Comparison of Home Systems

Compressed Oxygen
(H Cylinder)
Liquid Oxygen
(L-30 Reservoir)

Empty Weight (lbs.)
135 45
Full Weight (lbs.)
Duration (days)*
Monthly Power Cost
Noise Level (Db)*
*Continuous flow @ 2 Lpm
**See Sound Intensity

If you were an oxygen provider who used the above table for guidance, here is what you might envision.
compressed oxygen vs. liquid oxygen. If, as an oxygen provider, you chose compressed oxygen over liquid oxygen, you will have to make five times (12.5 divided by 2.3 = 5.4) the number of deliveries than you would if your chose liquid oxygen. To make the same number of delivers as you would with liquid oxygen, you would have to provide the user with five or more compressed cylinders. The total weight of five cylinders would be 750 pounds, a weight burden for your truck and for the user.
liquid oxygen vs. concentrator. If, as an oxygen provider, you chose liquid oxygen over a concentrator, you would make delivers at least every two or three weeks. During each deliver, your driver would have to move and possibly fill reservoirs, whereas, if you chose a concentrator, there would be a single delivery of equipment, weighing about 54 pounds, and maintenance visits, either quarterly or annually.
If your living quarters are small, or if you live where your air conditioner is used more than your furnace, you may have equally good reasons for choosing liquid oxygen instead of a concentrator.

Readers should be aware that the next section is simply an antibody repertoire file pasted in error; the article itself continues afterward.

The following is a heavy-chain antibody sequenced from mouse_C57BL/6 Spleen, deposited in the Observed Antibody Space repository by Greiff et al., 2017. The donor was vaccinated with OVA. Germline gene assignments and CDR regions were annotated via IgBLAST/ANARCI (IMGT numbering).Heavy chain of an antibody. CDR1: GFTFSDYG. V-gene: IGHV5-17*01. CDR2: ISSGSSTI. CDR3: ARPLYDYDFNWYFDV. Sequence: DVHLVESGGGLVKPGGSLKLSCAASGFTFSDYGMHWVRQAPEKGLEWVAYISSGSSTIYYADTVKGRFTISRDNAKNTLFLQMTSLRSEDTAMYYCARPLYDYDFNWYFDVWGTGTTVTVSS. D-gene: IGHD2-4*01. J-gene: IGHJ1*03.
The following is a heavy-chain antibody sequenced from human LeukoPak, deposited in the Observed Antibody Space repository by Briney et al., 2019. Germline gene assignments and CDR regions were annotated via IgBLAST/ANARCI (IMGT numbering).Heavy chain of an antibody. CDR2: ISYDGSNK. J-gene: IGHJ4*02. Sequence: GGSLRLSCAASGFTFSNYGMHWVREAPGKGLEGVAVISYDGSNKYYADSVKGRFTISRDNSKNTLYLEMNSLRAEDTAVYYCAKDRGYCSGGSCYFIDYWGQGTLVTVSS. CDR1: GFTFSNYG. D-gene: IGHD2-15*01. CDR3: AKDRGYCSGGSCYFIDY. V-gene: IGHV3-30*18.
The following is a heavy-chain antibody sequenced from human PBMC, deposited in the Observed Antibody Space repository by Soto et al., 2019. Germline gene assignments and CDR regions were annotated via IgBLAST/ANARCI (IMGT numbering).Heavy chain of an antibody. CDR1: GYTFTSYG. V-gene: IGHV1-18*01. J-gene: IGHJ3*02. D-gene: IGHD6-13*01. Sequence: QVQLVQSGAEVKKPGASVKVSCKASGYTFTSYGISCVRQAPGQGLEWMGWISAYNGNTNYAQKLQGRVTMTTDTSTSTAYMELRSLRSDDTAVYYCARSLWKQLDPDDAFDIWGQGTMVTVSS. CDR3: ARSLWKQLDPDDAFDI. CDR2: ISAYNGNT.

Living with a concentrator in a small apartment or mobile home may not be very pleasant. For its noise at night, you may wish you could put the concentrator outside. It may vibrate the flooring, particularly in a mobile home, resounding through out your home. It will heat up your home comfortably during cold weather. If you live in Florida or other states where the main problem is cooling your home, you will spend extra on electricity cooling what the concentrator heats.

If Medicare is your primary, there is no price difference among the three for home use. According to the 2001 Medicare Fee schedule for Florida, the monthly copay for any of the three was the same,  $42.75.

So, if you currently use a concentrator and you have any of the complaints listed above, consider switching to liquid oxygen. Talk with friends who use liquid to find out how they feel about it. When you have made up your mind, tell your physician your reasons. He/she can order liquid oxygen as the form of oxygen for delivery in your home.

This story continues in the feature story for September, Portable Use: Compressed, Liquid, or Concentrator?

Have questions?
Email me. Let's talk. Tell me about your experiences with portable systems that use compressed or liquid oxygen.

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© 2003 Copyright 
Peter M. Wilson, Ph.D. 
Founder of PortableOxygen.org

You have permission to print this document for your personal use. You also have permission to print, copy, and distribute this document to oxygen users and their caregivers.